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How can Thailand curb its appalling road fatality rate?

Tim Newton

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How can Thailand curb its appalling road fatality rate? | The Thaiger
It’s a question asked by an article nearly a year ago. Tim Newton ponders if much has changed in the last 12 months….
“In the worst of the incidents, 25 people died on Monday in Chonburi province after a pick-up truck and a minivan collided and burst into flames.
In all, 426 people died on Thailand’s road between Dec 29 and Jan 3, up from 340 in the same period a year earlier.
These words were written nearly a year ago, after the 2016/2017 ‘Seven Days of Danger’. It’s a question one should ask as we’re poised to enter the next set of very dangerous days – days which I’m sure we’ll report and reflect upon with horror and dismay.
How can Thailand curb its appalling road fatality rate? | News by The Thaiger
How can the road toll be curbed, indeed? The more the Government and police seem to try, the higher the toll rises – the key ‘drivers’ of the road toll numbers simply aren’t being addressed. And here we are, as the sun sets on another year, where Thailand has hit the Number One spot in the world, according to ‘World Atlas’.
This accolade is a blight on the Kingdom.
Whilst the top brass flail their arms around deflecting questions about the Deputy PMs haute watch collection and distorted investigations into dead Army cadets, they should be focussing a lot more of their attention on this national disgrace.
Sadly some 500 or so good people won’t be around to celebrate much of 2018 if history repeats itself on Thailand’s roads during the ‘silly season’.
Cambodia may have to relinquish it’s claim to having the ‘Killing Fields’ (referring to the Khmer Rouge purge between 1975-79) and send the title next door. No other term better reflects the situation on our roads.
Shame, shame, shame.
Original article HERE.



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Tim Newton has lived in Thailand since 2012. An Australian, he has worked in the media, principally radio and TV, for nearly 40 years. He has won the Deutsche Welle Award for best radio talk program, presented 3,200 radio news bulletins in Thailand alone, hosted 360 daily TV news programs, produced 1,800 videos, TV commercials and documentaries and now produces digital media for The Thaiger - Website, Radio, TV, Instagram and Facebook.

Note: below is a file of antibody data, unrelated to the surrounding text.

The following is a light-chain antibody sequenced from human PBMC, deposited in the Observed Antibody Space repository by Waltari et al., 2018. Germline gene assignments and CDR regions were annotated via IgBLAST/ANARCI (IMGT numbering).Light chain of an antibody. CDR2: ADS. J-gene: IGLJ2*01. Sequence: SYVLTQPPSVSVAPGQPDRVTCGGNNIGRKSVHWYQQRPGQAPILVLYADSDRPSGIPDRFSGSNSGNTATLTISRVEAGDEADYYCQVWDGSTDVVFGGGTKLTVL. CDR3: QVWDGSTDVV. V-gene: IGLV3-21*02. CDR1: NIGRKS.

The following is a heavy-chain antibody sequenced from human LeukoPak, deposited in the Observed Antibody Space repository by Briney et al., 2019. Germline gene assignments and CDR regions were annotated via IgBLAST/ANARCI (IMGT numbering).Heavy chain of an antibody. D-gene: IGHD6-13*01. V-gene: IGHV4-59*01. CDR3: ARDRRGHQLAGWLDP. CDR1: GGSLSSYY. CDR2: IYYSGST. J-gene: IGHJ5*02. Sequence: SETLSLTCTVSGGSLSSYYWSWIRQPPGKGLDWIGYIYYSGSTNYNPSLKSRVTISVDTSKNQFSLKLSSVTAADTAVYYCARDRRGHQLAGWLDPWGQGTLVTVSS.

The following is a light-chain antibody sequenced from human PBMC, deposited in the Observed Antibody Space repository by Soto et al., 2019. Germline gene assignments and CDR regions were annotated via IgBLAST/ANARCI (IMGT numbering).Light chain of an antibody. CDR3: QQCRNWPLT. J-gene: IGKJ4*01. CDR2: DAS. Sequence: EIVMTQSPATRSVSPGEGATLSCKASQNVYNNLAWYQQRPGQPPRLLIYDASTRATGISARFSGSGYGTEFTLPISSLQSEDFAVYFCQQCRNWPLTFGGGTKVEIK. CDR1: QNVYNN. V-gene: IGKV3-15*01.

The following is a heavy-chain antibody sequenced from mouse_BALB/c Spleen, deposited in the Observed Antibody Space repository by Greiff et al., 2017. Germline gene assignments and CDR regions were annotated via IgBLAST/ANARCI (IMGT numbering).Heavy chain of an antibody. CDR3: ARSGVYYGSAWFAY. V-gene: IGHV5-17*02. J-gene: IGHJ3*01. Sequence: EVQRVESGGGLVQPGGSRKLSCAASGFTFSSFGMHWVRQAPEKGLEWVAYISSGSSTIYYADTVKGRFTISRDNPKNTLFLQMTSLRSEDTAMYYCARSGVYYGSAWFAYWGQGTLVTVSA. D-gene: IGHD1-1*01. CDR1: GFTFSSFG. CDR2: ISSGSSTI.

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1 Comment

1 Comment

  1. thai roadcraft

    December 21, 2017 at 10:18 am

    The evidence is there. The way forward is clear.
    The problem is that in the way of it is blind dogma and failing initiatives like the UN and WHO’s “Decade of action for road safety”. 7 years gone out of it’s 10, totally focused on helmet and seat-belt compliance. Totally failing to understand the problem.

    It’s easy to see when we look past the dogma. Allow for GDP and the WHO “death’s per 100000 road user” statistics show a clear correlation with the countries who offer the greater amounts of road user education and support, being the ones who have the safest roads. While the ones who prefer to try and enforce safety on their subjects, but not support them through education, are at the bottom.

    Safety cannot be enforced on a system. It’s comes from education and understanding.
    This is being addressed in other safety critical environments such as Aviation, but road safety is still in the dark ages.

    If we look at countries at the opposite ends of the WHO Stat’s but with similar population numbers, then compare Thailand with the UK.
    To ride a small motorcycle up to 125cc in the UK requires completion of a Compulsory Basic Training course. To ride any bigger requires a full licence that on average takes 5 days of training on public highways to get to the required standards. The test includes a 40 minute road ride on public highways while being directed by an examiner riding behind the novice.

    While Thailand requires no such display of these real world skills whatsoever. Until this is addressed the carnage will continue unabated.

    If you want to read more on developing a new approach to Road Safety in Thailand, may I share my blog post on “Buddhism and Safety II” -https://thairoadcraft.wordpress.com/2017/05/03/buddhism-and-safety-ii/

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Bangkok

Dog patiently watches over deceased master on Pathum Thani roadside

The Thaiger & The Nation

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Dog patiently watches over deceased master on Pathum Thani roadside | The Thaiger

A man, who had left home a month ago to live by the roadside with a stray dog in Pathum Thani, has been found dead. The dog was watching over the body when others discovered the deceased man. Pathum Thani is just north of Bangkok.

The deceased has been identified as 45 year old Surachai Khamsue. He was found lying by the side of a road in Moo 2 village in Tambon Klong Nueng, Klong Luang district, beside the old and un-roadworthy pickup that he had been using as a home.